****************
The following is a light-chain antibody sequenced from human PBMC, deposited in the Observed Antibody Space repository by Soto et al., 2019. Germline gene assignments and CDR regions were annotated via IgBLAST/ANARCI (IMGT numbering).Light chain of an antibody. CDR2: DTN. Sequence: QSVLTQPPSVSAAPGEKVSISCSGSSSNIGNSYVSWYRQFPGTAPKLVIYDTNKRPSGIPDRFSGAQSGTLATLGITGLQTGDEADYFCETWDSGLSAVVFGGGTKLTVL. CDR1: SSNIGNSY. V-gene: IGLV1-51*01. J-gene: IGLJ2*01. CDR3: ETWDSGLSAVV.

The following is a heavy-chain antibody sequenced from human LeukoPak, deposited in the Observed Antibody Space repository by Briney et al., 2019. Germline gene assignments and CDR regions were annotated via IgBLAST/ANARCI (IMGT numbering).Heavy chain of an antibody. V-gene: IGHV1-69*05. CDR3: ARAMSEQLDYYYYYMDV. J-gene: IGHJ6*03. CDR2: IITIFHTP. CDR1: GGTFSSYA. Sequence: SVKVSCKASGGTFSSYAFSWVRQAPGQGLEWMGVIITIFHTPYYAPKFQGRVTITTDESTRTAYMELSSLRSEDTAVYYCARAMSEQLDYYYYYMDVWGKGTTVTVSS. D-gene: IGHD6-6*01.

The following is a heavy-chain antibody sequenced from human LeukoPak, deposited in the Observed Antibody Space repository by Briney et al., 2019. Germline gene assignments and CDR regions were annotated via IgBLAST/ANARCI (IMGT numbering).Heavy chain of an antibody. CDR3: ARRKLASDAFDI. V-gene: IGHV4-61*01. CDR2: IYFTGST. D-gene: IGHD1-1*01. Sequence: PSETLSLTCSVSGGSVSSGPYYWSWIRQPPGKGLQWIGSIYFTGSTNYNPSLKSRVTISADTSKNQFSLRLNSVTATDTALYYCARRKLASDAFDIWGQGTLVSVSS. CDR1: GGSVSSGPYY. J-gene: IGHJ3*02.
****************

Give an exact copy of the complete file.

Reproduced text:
The following is a light-chain antibody sequenced from human PBMC, deposited in the Observed Antibody Space repository by Soto et al., 2019. Germline gene assignments and CDR regions were annotated via IgBLAST/ANARCI (IMGT numbering).Light chain of an antibody. CDR2: DTN. Sequence: QSVLTQPPSVSAAPGEKVSISCSGSSSNIGNSYVSWYRQFPGTAPKLVIYDTNKRPSGIPDRFSGAQSGTLATLGITGLQTGDEADYFCETWDSGLSAVVFGGGTKLTVL. CDR1: SSNIGNSY. V-gene: IGLV1-51*01. J-gene: IGLJ2*01. CDR3: ETWDSGLSAVV.

The following is a heavy-chain antibody sequenced from human LeukoPak, deposited in the Observed Antibody Space repository by Briney et al., 2019. Germline gene assignments and CDR regions were annotated via IgBLAST/ANARCI (IMGT numbering).Heavy chain of an antibody. V-gene: IGHV1-69*05. CDR3: ARAMSEQLDYYYYYMDV. J-gene: IGHJ6*03. CDR2: IITIFHTP. CDR1: GGTFSSYA. Sequence: SVKVSCKASGGTFSSYAFSWVRQAPGQGLEWMGVIITIFHTPYYAPKFQGRVTITTDESTRTAYMELSSLRSEDTAVYYCARAMSEQLDYYYYYMDVWGKGTTVTVSS. D-gene: IGHD6-6*01.

The following is a heavy-chain antibody sequenced from human LeukoPak, deposited in the Observed Antibody Space repository by Briney et al., 2019. Germline gene assignments and CDR regions were annotated via IgBLAST/ANARCI (IMGT numbering).Heavy chain of an antibody. CDR3: ARRKLASDAFDI. V-gene: IGHV4-61*01. CDR2: IYFTGST. D-gene: IGHD1-1*01. Sequence: PSETLSLTCSVSGGSVSSGPYYWSWIRQPPGKGLQWIGSIYFTGSTNYNPSLKSRVTISADTSKNQFSLRLNSVTATDTALYYCARRKLASDAFDIWGQGTLVSVSS. CDR1: GGSVSSGPYY. J-gene: IGHJ3*02.